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Since Bifröst was destroyed and rebuilt, Thor (Chris Hemsworth) has been traveling through the different worlds in over to restore peace amongst them all, however, a  lurking evil is waiting for its moment to strike. On Earth, Jane Austin (Natalie Portman) uncovers a portal that releases and infects her with the Aether, a powerful substance that was locked away by Odin’s (Anthony Hopkins) father Bor. Now that the Aether has been released, the dark elves led by Malekith (Christopher Eccleston) come out of hiding to reclaim the Aether and use it to destroy the universe. Facing his most difficult and personal challenges yet, Thor must team up with his brother Loki (Tim Hiddleston) to stop Malekith and save the universe.

Now, let me be there first to say that the original Thor was my least favorite of all of the first Avengers films. I’m sure many will disagree, but in my opinion, once Thor got to Earth in that movie, it slowed down way too much. Kenneth Branagh was s good choice of director and handled the Shakespearean content very well, but it just wasn’t as entertaining as I wanted it to be, which is exactly what I expect from any movie with a Marvel logo attached to it. Luckily, The Dark World fixes all of its entertainment problems, and despite some major ugliness in the plot, beats its predecessor by a mile.

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Right off the bat, this movie throws action in your face and doesn’t let up until it’s over. I can’t say the same thing about the first one, even though it did have the task of setting up the universe and the characters. This time, we know everyone and we can see exactly what they can do. Idris Elba’s character Heimdall gets more to do in this one and it’s really cool to see him kick some ass. Who really steals the show is Tom Hiddleston’s Loki, this time not really playing the villain but still full of wisecracking remarks.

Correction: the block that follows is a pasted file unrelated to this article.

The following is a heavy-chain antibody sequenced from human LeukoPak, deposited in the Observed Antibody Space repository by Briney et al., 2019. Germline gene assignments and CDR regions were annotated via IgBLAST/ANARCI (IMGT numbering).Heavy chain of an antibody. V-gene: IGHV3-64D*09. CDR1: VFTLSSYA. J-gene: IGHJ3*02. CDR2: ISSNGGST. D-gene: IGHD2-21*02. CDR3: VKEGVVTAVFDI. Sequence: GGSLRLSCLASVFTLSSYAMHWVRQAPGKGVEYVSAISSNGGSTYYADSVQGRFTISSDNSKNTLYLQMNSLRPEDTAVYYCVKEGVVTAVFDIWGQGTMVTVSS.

Still, there are some ugly, ugly problems in this movie. For one thing, the whole plot of a powerful villain using a mysterious substance to destroy the earth is a bit old by now. Wasn’t that pretty much the whole thing behind the Tesseract? Now it’s the Aether. Another thing is that there are moments in the plot where everything is solved without any effort. One scene in particular ends before there can even be any suspense at all. And finally, there are moments when the CGI looks pretty bad, especially when it’s from a distance.

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As for the Thor movies, I can say without question that The Dark World is better than the original Thor and I can also say it’s better than Iron Man 3, in terms of post-Avengers Marvel movies. Though it is not without some major flaws, I can’t say that I wasn’t entertained from the very start to the very finish. Let’s just say the movie was over before I even realized, not because of the run time, but because I just had so much fun with it.